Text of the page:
This is a follow-up from this question over on Movies/TV Stack Exchange.

In my answer to that question, I speculate that it's not a stretch to imagine that sensors sophisticated enough to be capable of detecting life signs (which itself is just a convenient plot device anyway) are also capable of detecting biological sex of those life signs.

Now of course, not all species have the same concept of biological sex, which has been shown in canon. So the sensors are only going to be able to make a best guess, based on some sort of probability determination, which could also include failing to make a determination whatsoever.

I feel like I remember hearing dialog reminiscent of "I'm detecting male life signs", or "I'm detecting female life signs", etc in the past. But it's possible I'm just confusing it with species life signs ("Human" vs "Klingon" life signs, etc).

Prior to Vis à Vis, has it been established in canon that sensors can distinguish, or at least guess at, the biological sex of a life sign? Even an example post that episode would be useful, if we could infer that the technology would have existed in Voyager's time.

Supplementary information from sources like the Technical Manuals would also be acceptable.

  • We have many ways of detecting life signs in the real world, and yet detecting biological sex outside of cultural identifiers is often challenging in humans. In some species of pet reptile, owners often don't know the sex of their pet, as sexing those creatures takes DNA testing. Detecting life signs is way easier than detecting biological sex.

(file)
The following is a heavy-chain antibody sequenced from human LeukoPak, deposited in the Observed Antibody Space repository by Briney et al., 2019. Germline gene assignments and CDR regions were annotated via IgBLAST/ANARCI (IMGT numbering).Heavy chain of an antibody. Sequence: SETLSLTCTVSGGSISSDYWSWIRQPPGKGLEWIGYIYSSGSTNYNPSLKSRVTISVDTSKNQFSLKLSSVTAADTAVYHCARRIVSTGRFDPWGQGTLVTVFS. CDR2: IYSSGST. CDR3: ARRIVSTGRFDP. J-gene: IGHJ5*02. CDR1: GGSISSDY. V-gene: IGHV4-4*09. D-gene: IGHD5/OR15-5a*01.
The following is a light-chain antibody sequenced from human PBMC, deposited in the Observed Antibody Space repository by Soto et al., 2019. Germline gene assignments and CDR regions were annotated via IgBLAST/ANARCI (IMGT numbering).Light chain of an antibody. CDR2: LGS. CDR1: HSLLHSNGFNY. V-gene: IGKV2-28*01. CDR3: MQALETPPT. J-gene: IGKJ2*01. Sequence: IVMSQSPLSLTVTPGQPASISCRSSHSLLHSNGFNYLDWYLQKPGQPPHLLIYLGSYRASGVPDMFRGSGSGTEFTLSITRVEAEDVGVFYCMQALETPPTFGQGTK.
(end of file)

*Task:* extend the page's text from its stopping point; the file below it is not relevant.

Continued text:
– prosfilaes
    Sep 8, 2022 at 20:22

2 Answers 2


In a word, yes. We've seen at least one other occasion when the sensors are used to pick out a particular gender

JANEWAY: On screen.

KIM: Showing one life sign, adult Kazon male. He's in critical condition.

JANEWAY: Janeway to Sickbay. Prepare to receive an emergency transport.

VOY: Basics, Part 1

As to the capacity of the sensors, we're told in the TNG Technical Manual that they can ascertain the 'gross' structure of a bioform. I'd assume that if you're particularly close that it's possible that an adult male or female is sufficiently different to allow them to be distinguished.

Remote lifeform analysis. A sophisticated array of charged cluster quark resonance scanners provide detailed biological data across orbital distances. When used in conjunction with optical and chemical analysis sensors, the lifeform analysis software is typically able to extrapolate a bioform's gross structure and deduce the basic chemical composition.

Additionally, we have multiple instances within the Extended Universe novels where the sensors have picked out a particular individual by their sex

"O’Brien looked at Sloan for confirmation. The lean, fair-haired man checked his console, then nodded at O’Brien. “One life sign, Cardassian female. The ship’s clean"

ST - Mirror Universe: Rise Like Lions


It’d been more than five years, but Miles O’Brien worked the Defiant’s console like he hadn’t missed a day. “In the chamber adjacent to you, I’m reading nine Bajorans, three Cardassians, and two humans—one child, one adult female —but I can’t get a lock on them. There’s some kind of force field around them preventing transport.”